Holy Scripture is affirmed by God. Although it lists which books are the rule (the “canon”), our Confession rejects the idea that any man or church (or even our Confession) has given those books the status of Holy Scripture. This authority depends “wholly upon God (Who is Truth itself)” (WCF 1.4). Nothing else makes Scripture to be Scripture but God.

Holy Scripture is attested by God. Why isn’t everyone, then, persuaded and sure that Holy Scripture is infallibly true and divinely authoritative? The difficulty is not in the Scripture, which is adorned with many “incomparable excellencies.” The difficulty is in man, who needs “the inward work of the Holy Spirit, bearing witness by and with the Word in our hearts” (WCF 1.5). “Saving understanding of such things as are revealed in the Word” requires “the inward illumination of the Spirit of God.”

You and I could not give ourselves to recognize the Bible as God’s Word. It is folly to think that we can give that recognition to others. Indeed, the Confession itself rejects the idea that it can convince you that the Bible is the Word of God. It contradicts the Confession itself to put the Confession on the same level as Scripture (as those who do not know it well sometimes accuse confessional men of doing).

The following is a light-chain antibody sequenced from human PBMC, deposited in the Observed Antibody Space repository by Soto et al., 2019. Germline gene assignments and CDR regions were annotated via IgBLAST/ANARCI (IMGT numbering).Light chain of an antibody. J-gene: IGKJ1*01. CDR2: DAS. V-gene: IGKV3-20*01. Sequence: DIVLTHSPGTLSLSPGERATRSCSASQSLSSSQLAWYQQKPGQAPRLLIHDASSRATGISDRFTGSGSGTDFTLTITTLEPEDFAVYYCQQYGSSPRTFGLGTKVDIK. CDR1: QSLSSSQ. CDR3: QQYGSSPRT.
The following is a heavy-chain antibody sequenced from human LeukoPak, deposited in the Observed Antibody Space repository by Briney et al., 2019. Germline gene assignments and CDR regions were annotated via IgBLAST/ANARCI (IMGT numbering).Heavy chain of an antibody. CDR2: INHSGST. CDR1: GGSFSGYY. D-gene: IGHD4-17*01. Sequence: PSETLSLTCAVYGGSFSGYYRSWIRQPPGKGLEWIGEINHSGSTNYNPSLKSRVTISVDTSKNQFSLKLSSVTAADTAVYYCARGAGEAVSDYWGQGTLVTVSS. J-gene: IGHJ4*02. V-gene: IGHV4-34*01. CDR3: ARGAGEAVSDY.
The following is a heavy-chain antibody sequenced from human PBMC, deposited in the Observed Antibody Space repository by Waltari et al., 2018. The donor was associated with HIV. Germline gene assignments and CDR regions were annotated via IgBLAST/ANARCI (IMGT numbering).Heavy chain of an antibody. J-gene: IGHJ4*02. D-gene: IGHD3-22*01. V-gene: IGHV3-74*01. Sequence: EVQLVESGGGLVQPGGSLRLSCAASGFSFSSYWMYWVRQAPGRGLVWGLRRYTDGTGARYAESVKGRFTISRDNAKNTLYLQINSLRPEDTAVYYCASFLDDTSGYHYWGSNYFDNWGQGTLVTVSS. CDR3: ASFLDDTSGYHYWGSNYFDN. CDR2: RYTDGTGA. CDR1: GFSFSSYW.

Holy Scripture is the whole of Scripture. In WCF 1.6, the Confession teaches that “nothing at any time is to be added” to Holy Scripture—whether by the Confession itself or in any other way. So the Confession self-limits to the boundaries of the Bible. Only what “is either expressly set down in Scripture, or by good and necessary consequence may be deduced from Scripture” is the rule of faith and life. “The light of nature and Christian prudence” may be required in order to follow the rule, but they must not add to it.

Here already is the foundation of a couple of our Confession’s most significant contributions to the church’s understanding of the Bible: its formulations of liberty of conscience (WCF 20) and the regulative principle (WCF 21). Liberty of conscience refuses to allow any man or tradition of men to add any teaching or commandment alongside the Word of God in matters of faith or worship. The regulative principle recognizes that God alone prescribes the acceptable way of worshiping God. These ideas are “good and necessary consequences” of the truth that the Bible is the alone inerrant, authoritative, sufficient Word of God.